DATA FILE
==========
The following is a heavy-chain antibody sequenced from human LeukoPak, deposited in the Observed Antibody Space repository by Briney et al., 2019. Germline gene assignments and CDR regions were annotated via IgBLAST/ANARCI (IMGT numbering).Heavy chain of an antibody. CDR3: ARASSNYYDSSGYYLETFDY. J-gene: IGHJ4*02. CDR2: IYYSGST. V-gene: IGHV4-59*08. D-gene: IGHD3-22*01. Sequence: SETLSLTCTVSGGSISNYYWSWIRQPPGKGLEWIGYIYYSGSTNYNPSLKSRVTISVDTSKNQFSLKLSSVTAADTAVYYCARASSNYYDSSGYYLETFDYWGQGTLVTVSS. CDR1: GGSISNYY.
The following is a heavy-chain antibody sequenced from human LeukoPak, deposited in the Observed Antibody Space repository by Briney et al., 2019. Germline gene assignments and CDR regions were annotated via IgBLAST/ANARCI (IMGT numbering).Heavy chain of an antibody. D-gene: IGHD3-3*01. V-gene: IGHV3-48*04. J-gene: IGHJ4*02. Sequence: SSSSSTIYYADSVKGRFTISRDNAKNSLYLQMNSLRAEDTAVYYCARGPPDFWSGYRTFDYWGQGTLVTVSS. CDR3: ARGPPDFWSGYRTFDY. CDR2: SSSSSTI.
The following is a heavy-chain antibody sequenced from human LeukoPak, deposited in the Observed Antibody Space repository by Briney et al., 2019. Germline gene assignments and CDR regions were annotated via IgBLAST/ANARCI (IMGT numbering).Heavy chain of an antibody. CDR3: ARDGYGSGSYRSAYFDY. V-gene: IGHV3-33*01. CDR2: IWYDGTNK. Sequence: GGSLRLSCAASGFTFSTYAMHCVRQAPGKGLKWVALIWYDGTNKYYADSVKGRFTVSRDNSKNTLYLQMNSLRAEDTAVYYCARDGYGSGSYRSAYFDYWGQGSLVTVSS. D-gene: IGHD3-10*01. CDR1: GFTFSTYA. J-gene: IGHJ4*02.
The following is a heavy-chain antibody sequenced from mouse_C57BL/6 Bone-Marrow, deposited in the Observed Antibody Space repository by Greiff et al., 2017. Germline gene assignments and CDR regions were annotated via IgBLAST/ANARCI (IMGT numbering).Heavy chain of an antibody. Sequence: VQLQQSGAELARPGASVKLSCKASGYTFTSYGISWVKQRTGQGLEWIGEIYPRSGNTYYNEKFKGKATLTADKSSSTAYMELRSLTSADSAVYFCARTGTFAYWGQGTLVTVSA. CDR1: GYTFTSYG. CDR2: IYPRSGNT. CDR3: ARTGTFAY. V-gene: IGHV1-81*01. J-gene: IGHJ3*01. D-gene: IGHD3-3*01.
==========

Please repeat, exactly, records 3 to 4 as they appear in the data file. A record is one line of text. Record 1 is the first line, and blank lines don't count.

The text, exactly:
The following is a heavy-chain antibody sequenced from human LeukoPak, deposited in the Observed Antibody Space repository by Briney et al., 2019. Germline gene assignments and CDR regions were annotated via IgBLAST/ANARCI (IMGT numbering).Heavy chain of an antibody. CDR3: ARDGYGSGSYRSAYFDY. V-gene: IGHV3-33*01. CDR2: IWYDGTNK. Sequence: GGSLRLSCAASGFTFSTYAMHCVRQAPGKGLKWVALIWYDGTNKYYADSVKGRFTVSRDNSKNTLYLQMNSLRAEDTAVYYCARDGYGSGSYRSAYFDYWGQGSLVTVSS. D-gene: IGHD3-10*01. CDR1: GFTFSTYA. J-gene: IGHJ4*02.
The following is a heavy-chain antibody sequenced from mouse_C57BL/6 Bone-Marrow, deposited in the Observed Antibody Space repository by Greiff et al., 2017. Germline gene assignments and CDR regions were annotated via IgBLAST/ANARCI (IMGT numbering).Heavy chain of an antibody. Sequence: VQLQQSGAELARPGASVKLSCKASGYTFTSYGISWVKQRTGQGLEWIGEIYPRSGNTYYNEKFKGKATLTADKSSSTAYMELRSLTSADSAVYFCARTGTFAYWGQGTLVTVSA. CDR1: GYTFTSYG. CDR2: IYPRSGNT. CDR3: ARTGTFAY. V-gene: IGHV1-81*01. J-gene: IGHJ3*01. D-gene: IGHD3-3*01.